The DTMF decoder 116 receives a signal SIG IN derived from the telephone line as sensed on the primary side of the transformer 146. The DTMF decoder 116 is a conventional decoder which examines the content of the SIG IN signal and provides a digital output indicative of whether one or more of the predetermined DTMF tones is present within the signal. The digital decoded signal is provided to the microprocessor 60 through the read multiplexor 100 when requested by the microprocessor 60.
The microprocessor 60 also controls the writing of data to the PC bus 44 through the write buffer 122 and write multiplexor 102. When desired, the microprocessor 60 may transmit the data to be written to the write multiplexor 102 and a signal which indicates that the data is to be written to the write buffer 122. The write multiplexor 102 in turn enables the write buffer 122 and provides the data to be written to the buffer 122. In a conventional fashion, the write buffer 122 writes the data on the write portion of the PC bus 120 at the appropriate time and providing the appropriate addressing signals as is well known and conventional in general purpose personal computers.
The microprocessor 60 may also control the tone generator 126 through the write multiplexor 102. The tone generator 126, upon receiving a digital signal indicative of a tone to be provided, generates the appropriate DTMF or dialing tones which are provided through the conventional amplifying network to the transformer 146 and ultimately to the telephone line itself.
The microprocessor 60 additionally controls the relay drivers 124 through the write multiplexor 102. When the state of any of the relays, LL, LT, or LH is desired to be changed, the microprocessor 60 can send signals indicative of the change of state of the relay drivers to the write multiplexor 102 which in turn enables the relay drivers 124 as specified by the microprocessor 60. The relay LL controls the loading of the telephone line, i.e., the on hook or off hook condition. The line talk relay LT controls the provision of the audio signal to the headset 150, independently of the condition of the line load relay LL. The line hold relay LH disables the audio signal from being transmitted to and from the telephone line while maintaining the line in a loaded condition.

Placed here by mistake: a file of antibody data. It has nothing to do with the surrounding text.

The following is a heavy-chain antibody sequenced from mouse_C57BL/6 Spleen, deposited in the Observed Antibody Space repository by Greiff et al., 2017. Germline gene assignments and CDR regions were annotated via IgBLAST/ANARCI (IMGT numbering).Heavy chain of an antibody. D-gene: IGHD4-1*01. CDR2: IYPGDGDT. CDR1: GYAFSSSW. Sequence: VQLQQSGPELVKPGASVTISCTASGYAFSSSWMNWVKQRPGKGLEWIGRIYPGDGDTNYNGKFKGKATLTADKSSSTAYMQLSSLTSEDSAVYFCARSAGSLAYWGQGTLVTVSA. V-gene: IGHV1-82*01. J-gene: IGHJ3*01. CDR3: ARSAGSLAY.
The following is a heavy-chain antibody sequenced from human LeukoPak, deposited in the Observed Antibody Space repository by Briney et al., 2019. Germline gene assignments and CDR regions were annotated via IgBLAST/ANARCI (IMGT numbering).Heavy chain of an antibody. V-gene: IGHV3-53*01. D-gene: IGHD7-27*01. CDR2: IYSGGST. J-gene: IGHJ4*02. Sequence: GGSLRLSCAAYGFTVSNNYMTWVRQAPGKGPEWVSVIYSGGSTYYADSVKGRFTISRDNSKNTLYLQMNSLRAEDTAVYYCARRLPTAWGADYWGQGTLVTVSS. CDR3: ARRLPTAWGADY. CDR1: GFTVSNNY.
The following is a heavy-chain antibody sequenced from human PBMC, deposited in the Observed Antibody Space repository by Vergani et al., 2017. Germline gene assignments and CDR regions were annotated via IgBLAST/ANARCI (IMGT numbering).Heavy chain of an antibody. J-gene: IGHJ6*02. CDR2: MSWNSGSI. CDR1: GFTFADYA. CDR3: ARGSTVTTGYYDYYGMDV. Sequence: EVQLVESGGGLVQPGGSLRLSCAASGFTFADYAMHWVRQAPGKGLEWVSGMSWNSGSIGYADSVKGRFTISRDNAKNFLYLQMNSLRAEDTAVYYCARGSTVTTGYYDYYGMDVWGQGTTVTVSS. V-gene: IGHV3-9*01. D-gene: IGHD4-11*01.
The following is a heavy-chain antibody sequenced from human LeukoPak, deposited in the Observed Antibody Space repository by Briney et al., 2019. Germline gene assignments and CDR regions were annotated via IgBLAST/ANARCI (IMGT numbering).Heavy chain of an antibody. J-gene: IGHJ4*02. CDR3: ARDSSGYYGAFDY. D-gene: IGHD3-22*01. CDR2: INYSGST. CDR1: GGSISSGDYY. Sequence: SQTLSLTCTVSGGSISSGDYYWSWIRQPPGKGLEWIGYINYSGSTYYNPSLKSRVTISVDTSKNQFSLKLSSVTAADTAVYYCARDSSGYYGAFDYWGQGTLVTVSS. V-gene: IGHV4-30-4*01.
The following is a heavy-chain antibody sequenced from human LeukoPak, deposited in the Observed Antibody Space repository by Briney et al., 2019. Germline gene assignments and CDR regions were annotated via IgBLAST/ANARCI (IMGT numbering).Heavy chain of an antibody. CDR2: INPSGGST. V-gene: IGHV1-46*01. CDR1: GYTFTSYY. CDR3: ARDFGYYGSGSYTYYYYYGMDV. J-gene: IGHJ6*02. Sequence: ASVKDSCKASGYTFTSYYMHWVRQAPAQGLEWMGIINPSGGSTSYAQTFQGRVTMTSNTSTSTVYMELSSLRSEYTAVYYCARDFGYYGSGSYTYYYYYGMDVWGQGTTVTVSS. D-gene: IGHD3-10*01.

With reference to FIG. 4, a display terminal 14 in a computer-system utilizing the present invention may be used to present information stored in a database within the computer system. For example, as depicted in the display terminal 14, the information may include the identification of customers. The information may be arranged in a wide variety of manners on the display terminal 14.
Many software programs exist to sort, store and display information. However, often each of the programs displays the information in different locations with the face of the display terminal. In accordance with the present invention, the user may provide signals indicating at what location on the face of the display terminal 14 is displayed a telephone number. Such signals may be supplied whenever the user desires the computer telephone interface unit to automatically dial the displayed number or they may be previously stored and utilized at the command of the user. In either event, the interface unit interprets the numbers at the specified location as being a telephone number and automatically places the desired call.
The system as described herein and the features discussed are intended only for purposes of illustration and discussion. It is of course contemplated that many of the features could be added and various changes and modifications in the system could be accomplished without departing from the spirit and scope of the invention.
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|U.S. Classification||379/93.28, 379/354, 379/110.01|
|International Classification||H04M11/06, H04M1/26, H04M1/27, H04L13/00|
|Cooperative Classification||H04M11/066, H04M1/27, H04L13/00, H04M1/26|
|European Classification||H04L13/00, H04M1/27, H04M11/06D, H04M1/26|
|Apr 9, 1987||AS||Assignment|
Owner name: IDEATECH, INC., 1806 T STREET, N.W. WASHINGTON, D.
Free format text: ASSIGNMENT OF ASSIGNORS INTEREST.;ASSIGNOR:DANNER, DAVID L.;REEL/FRAME:004690/0602
Effective date: 19870331
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Year of fee payment: 11